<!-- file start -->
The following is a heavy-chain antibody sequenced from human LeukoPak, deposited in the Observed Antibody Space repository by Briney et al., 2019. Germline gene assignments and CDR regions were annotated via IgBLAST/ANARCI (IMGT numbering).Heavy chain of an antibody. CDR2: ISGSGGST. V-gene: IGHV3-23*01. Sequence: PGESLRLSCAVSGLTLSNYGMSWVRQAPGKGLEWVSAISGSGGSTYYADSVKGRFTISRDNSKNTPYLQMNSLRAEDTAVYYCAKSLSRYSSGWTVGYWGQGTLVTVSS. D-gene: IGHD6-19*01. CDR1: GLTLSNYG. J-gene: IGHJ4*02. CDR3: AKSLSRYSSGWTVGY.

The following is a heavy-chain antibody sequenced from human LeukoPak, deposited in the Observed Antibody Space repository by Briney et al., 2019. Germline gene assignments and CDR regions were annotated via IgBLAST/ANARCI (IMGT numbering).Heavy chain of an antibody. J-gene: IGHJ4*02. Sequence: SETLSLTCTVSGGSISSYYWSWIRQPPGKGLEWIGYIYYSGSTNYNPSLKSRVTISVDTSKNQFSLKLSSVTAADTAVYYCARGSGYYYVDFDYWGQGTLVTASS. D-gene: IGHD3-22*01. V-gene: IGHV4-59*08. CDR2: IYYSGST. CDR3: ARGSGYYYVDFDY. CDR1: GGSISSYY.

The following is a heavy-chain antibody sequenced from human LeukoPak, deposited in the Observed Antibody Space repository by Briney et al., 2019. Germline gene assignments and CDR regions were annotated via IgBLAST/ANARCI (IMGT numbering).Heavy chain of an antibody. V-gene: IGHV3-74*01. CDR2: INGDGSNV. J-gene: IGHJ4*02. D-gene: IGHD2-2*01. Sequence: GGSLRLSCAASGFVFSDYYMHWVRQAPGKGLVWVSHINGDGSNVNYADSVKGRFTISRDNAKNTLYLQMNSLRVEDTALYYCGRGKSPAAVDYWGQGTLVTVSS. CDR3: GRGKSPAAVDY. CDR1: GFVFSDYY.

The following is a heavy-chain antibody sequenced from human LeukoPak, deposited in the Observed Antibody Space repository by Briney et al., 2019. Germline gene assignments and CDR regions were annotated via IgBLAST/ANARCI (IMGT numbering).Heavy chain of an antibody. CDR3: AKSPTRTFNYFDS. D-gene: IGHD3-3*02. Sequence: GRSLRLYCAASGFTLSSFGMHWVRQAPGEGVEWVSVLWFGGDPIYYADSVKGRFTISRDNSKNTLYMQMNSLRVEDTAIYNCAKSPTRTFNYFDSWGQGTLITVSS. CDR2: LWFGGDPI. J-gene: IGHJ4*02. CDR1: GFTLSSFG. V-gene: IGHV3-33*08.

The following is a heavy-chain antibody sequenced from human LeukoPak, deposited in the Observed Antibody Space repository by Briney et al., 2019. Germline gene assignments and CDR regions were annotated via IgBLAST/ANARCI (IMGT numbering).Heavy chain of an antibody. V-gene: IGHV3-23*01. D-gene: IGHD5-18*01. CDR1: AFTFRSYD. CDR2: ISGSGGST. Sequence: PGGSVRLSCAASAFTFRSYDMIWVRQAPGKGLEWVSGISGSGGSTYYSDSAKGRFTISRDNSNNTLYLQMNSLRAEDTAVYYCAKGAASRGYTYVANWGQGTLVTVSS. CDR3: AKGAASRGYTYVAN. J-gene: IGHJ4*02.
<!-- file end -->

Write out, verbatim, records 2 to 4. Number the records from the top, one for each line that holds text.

The following is a heavy-chain antibody sequenced from human LeukoPak, deposited in the Observed Antibody Space repository by Briney et al., 2019. Germline gene assignments and CDR regions were annotated via IgBLAST/ANARCI (IMGT numbering).Heavy chain of an antibody. J-gene: IGHJ4*02. Sequence: SETLSLTCTVSGGSISSYYWSWIRQPPGKGLEWIGYIYYSGSTNYNPSLKSRVTISVDTSKNQFSLKLSSVTAADTAVYYCARGSGYYYVDFDYWGQGTLVTASS. D-gene: IGHD3-22*01. V-gene: IGHV4-59*08. CDR2: IYYSGST. CDR3: ARGSGYYYVDFDY. CDR1: GGSISSYY.

The following is a heavy-chain antibody sequenced from human LeukoPak, deposited in the Observed Antibody Space repository by Briney et al., 2019. Germline gene assignments and CDR regions were annotated via IgBLAST/ANARCI (IMGT numbering).Heavy chain of an antibody. V-gene: IGHV3-74*01. CDR2: INGDGSNV. J-gene: IGHJ4*02. D-gene: IGHD2-2*01. Sequence: GGSLRLSCAASGFVFSDYYMHWVRQAPGKGLVWVSHINGDGSNVNYADSVKGRFTISRDNAKNTLYLQMNSLRVEDTALYYCGRGKSPAAVDYWGQGTLVTVSS. CDR3: GRGKSPAAVDY. CDR1: GFVFSDYY.

The following is a heavy-chain antibody sequenced from human LeukoPak, deposited in the Observed Antibody Space repository by Briney et al., 2019. Germline gene assignments and CDR regions were annotated via IgBLAST/ANARCI (IMGT numbering).Heavy chain of an antibody. CDR3: AKSPTRTFNYFDS. D-gene: IGHD3-3*02. Sequence: GRSLRLYCAASGFTLSSFGMHWVRQAPGEGVEWVSVLWFGGDPIYYADSVKGRFTISRDNSKNTLYMQMNSLRVEDTAIYNCAKSPTRTFNYFDSWGQGTLITVSS. CDR2: LWFGGDPI. J-gene: IGHJ4*02. CDR1: GFTLSSFG. V-gene: IGHV3-33*08.